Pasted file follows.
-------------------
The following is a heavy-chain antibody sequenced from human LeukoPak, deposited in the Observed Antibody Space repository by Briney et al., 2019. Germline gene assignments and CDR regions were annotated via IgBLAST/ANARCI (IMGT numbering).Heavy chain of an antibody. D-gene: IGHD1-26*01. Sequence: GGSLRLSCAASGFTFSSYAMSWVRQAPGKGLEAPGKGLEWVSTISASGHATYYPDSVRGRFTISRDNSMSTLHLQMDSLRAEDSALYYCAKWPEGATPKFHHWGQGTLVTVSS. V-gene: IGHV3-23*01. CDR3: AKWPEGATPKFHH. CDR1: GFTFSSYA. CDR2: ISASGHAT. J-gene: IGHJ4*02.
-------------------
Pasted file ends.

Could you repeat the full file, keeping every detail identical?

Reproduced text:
The following is a heavy-chain antibody sequenced from human LeukoPak, deposited in the Observed Antibody Space repository by Briney et al., 2019. Germline gene assignments and CDR regions were annotated via IgBLAST/ANARCI (IMGT numbering).Heavy chain of an antibody. D-gene: IGHD1-26*01. Sequence: GGSLRLSCAASGFTFSSYAMSWVRQAPGKGLEAPGKGLEWVSTISASGHATYYPDSVRGRFTISRDNSMSTLHLQMDSLRAEDSALYYCAKWPEGATPKFHHWGQGTLVTVSS. V-gene: IGHV3-23*01. CDR3: AKWPEGATPKFHH. CDR1: GFTFSSYA. CDR2: ISASGHAT. J-gene: IGHJ4*02.